2006-02-08 22:20:02,165 fbloggs  Protocol problem: connection reset

The keys in the dictionary passed in extra should not clash with the keys used by the logging system. (See the Formatter documentation for more information on which keys are used by the logging system.)

If you choose to use these attributes in logged messages, you need to exercise some care. In the above example, for instance, the Formatter has been set up with a format string which expects 'clientip' and 'user' in the attribute dictionary of the LogRecord. If these are missing, the message will not be logged because a string formatting exception will occur. So in this case, you always need to pass the extra dictionary with these keys.

While this might be annoying, this feature is intended for use in specialized circumstances, such as multi-threaded servers where the same code executes in many contexts, and interesting conditions which arise are dependent on this context (such as remote client IP address and authenticated user name, in the above example). In such circumstances, it is likely that specialized Formatters would be used with particular Handlers.

Changed in version 2.5: extra was added.

info( msg[, *args[, **kwargs]])
Logs a message with level INFO on this logger. The arguments are interpreted as for debug().

warning( msg[, *args[, **kwargs]])
Logs a message with level WARNING on this logger. The arguments are interpreted as for debug().

error( msg[, *args[, **kwargs]])
Logs a message with level ERROR on this logger. The arguments are interpreted as for debug().

critical( msg[, *args[, **kwargs]])
Logs a message with level CRITICAL on this logger. The arguments are interpreted as for debug().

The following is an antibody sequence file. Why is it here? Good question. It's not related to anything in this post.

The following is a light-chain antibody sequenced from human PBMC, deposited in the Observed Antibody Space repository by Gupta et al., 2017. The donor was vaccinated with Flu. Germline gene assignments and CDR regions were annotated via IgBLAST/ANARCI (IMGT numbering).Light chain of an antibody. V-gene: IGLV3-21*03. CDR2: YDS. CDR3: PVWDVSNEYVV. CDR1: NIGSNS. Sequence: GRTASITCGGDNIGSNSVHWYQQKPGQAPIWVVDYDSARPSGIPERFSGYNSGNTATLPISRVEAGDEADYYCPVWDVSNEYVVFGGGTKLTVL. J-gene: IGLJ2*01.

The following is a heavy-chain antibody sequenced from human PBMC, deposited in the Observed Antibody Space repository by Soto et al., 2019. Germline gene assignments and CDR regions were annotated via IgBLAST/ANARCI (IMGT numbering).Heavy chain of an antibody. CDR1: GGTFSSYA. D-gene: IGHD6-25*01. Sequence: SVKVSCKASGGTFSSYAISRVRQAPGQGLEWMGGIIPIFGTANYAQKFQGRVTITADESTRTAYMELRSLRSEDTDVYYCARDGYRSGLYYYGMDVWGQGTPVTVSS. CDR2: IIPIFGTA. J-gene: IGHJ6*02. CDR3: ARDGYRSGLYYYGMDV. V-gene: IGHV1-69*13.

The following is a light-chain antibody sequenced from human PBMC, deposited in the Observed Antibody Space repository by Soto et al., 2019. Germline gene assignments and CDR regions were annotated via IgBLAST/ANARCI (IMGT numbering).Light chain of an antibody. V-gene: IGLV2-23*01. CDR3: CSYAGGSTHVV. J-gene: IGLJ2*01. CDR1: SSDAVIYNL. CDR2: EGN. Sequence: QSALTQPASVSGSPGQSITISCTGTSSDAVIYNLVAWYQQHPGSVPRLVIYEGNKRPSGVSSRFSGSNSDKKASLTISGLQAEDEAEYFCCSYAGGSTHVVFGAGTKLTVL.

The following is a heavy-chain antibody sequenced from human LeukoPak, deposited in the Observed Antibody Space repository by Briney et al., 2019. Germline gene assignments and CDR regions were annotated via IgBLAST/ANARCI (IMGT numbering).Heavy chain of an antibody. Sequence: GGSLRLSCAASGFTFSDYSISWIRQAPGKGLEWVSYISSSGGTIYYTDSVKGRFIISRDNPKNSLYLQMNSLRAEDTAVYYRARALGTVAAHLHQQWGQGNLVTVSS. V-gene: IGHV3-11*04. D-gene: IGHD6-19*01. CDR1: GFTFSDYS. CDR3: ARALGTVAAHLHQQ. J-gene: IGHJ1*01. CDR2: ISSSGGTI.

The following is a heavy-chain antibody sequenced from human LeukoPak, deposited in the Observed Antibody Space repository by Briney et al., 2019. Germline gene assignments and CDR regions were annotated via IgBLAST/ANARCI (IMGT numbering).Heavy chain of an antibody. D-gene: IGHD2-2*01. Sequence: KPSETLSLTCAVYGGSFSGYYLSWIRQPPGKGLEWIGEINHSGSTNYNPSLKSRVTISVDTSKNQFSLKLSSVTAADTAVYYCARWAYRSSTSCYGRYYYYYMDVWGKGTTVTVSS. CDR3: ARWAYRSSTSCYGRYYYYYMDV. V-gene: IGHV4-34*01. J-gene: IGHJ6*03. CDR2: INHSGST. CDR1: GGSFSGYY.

log( lvl, msg[, *args[, **kwargs]])
Logs a message with integer level lvl on this logger. The other arguments are interpreted as for debug().

exception( msg[, *args])
Logs a message with level ERROR on this logger. The arguments are interpreted as for debug(). Exception info is added to the logging message. This method should only be called from an exception handler.

addFilter( filt)
Adds the specified filter filt to this logger.

removeFilter( filt)
Removes the specified filter filt from this logger.

filter( record)
Applies this logger's filters to the record and returns a true value if the record is to be processed.

addHandler( hdlr)
Adds the specified handler hdlr to this logger.

removeHandler( hdlr)
Removes the specified handler hdlr from this logger.

findCaller( )
Finds the caller's source filename and line number. Returns the filename and line number as a 2-element tuple.

handle( record)
Handles a record by passing it to all handlers associated with this logger and its ancestors (until a false value of propagate is found). This method is used for unpickled records received from a socket, as well as those created locally. Logger-level filtering is applied using filter().

makeRecord( name, lvl, fn, lno, msg, args, exc_info, func, extra)
This is a factory method which can be overridden in subclasses to create specialized LogRecord instances. Changed in version 2.5: func and extra were added.